That's my experience as well.

Static types are overrated. Okay, so you caught the obvious errors a few minutes earlier, but while you were wrestling with types, I ran 30 quick tests validating the behavior, and made them unit tests.

I've only ever had trivial type error bugs, all the nasty ones are behavioral or related to race conditions, or at the boundaries where types don't exist.


> Main contenders so far are Haskell, Scala and Clojure (Reason might go on the list soon too)

How about plain old OCaml? Jane Street seems to find some success with it.


Or, also in the ML family, F# ?


Reason and OCaml are the same language


You can't refactor Clojure without fear like in Haskell. It is actually possible in Haskell now to defer type errors to runtime, but I haven't heard of a practice of using that, even to aid in refactoring.

See this comment: https://news.ycombinator.com/item?id=18345672


I'd disagree with this.

Primarily been developing with Clojure for 5 years now with some pretty large codebases. It does depend on how you write your code but favoring pure functions, pushing immutability to the edges of your programs allows you to refactor without fear.

Clojure also has many things to aid in this such as pre/post conditions, clojure.spec (which allows you to build complex type definitions), and of course test.check (property based testing).


Having spent the last two years working professionally in Haskell after having spent the previous two years working professionally in Clojure, I'd disagree with this. Haskell is roughly infinitely better than Clojure for meaningful refactoring. Clojure gives you (great) tools for using your own brain to make sure the refactor goes well. Haskell replaces your brain almost entirely in the process and just gives you a precise list of the things have to fix. The difference in experience is night and day. When you're done with a Haskell refactoring (even a major one) and it compiles again you will be completely done 99% of the time. With Clojure there's not even a "compiles again" moment to look for, and even when you think you're done you're refactoring there's a good chance that there's something that will pop up at runtime (and some point arbitrarily far in the future) and tell you otherwise.


Just as with the word "developer" [1], I'm beginning to think that the word "refactor" is a dirty word. Are we even talking about the same activity? How is it people are alternately claiming that Haskell and Clojure (virtual opposites on the language spectrum) are infinitely superior to each other at the same thing?

Wikipedia defines it as "the process of restructuring existing computer code without changing its external behavior", which sounds about right, but it's also so completely generic that it could mean almost anything.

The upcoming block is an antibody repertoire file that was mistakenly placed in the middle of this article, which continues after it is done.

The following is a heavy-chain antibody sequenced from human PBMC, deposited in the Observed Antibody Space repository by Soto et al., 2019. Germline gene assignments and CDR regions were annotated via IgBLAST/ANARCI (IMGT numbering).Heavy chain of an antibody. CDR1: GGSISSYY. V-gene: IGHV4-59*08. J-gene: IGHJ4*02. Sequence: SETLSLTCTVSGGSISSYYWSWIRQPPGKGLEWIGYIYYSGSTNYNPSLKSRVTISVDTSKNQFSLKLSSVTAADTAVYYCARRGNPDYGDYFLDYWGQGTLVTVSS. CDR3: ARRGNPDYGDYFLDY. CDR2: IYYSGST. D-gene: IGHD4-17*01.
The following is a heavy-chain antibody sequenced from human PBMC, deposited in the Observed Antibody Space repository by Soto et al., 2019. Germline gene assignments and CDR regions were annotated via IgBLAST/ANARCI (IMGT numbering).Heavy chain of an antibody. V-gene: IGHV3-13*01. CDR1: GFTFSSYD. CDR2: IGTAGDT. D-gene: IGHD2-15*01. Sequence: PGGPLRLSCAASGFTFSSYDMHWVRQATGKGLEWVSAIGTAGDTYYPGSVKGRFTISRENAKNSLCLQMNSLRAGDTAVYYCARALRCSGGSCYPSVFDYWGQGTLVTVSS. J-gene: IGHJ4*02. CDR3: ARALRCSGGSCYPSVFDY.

Claiming that Clojure can't do 'meaningful refactoring' sounds to me about like claiming that Kanji is bad for transcribing Welsh, or that sign language doesn't work well for audiobooks. They're technically languages but the fundamentals are so different that all the comparisons are talking right past each other.

The style of refactoring that one does in Haskell (disclaimer: it's been many years since I've written any) is not really possible in Clojure, but it's not really necessary, either.

[1]: https://news.ycombinator.com/item?id=18310958


"Refactoring" has a definitive origin, which is Martin Fowler's Refactoring book from 1999.

Fowler wanted to write the book using Smalltalk, but because the techniques he wanted to write about were fairly language agnostic, he did it in Java, as that was more popular. Unfortunately I think a lot of programmers missed the point, and now think refactoring is only something that can be done well in languages like Java (static typing) and with IDE support.

He's announced a second edition[0] in which he'll use JavaScript, to again prove the point that the techniques matter less than the language (other than sometimes techniques that work for class-based designs aren't as relevant as for function-based designs) and because JS is so popular. I'm not optimistic it will help anyone see the underlying point, but at the very least it might kill the idea that refactoring has to be hard in non-static-typed languages.

[0] https://martinfowler.com/articles/201803-refactoring-2nd-ed....


I'd say it comes down to the more standard fare of dynamic vs static typing where the latter has a general advantage in refactoring.

It's true that Clojure has its own perks that aid in refactoring, like how you may have less code altogether. But in my experience it's still a drop in the bucket compared to the zoomed out view of dynamic vs static typing.

For example, could you give some examples that make Clojure particularly good in this regard? I'd have trouble coming up with many that quantify favorably against compile-time analysis. And it would be unfair to take this reality and say "Clojure sucks at refactoring." I think that people do say that is what clouds these discussions where one then needs to point out that Clojure has advantages over other dynamically typed languages which is definitely true.


I never claimed that Clojure can't do meaningful refactoring, and in fact I acknowledged that Clojure gives you great tools for using your own brain to do refactoring. Clojure is my favorite dynamic language and I heartily recommend it to anyone looking for something in that space. It's just that the experience of refactoring (or anything like it -- even just making large changes) in Haskell is massively better than the experience of doing it in Clojure.


> The style of refactoring that one does in Haskell (disclaimer: it's been many years since I've written any) is not really possible in Clojure, but it's not really necessary, either.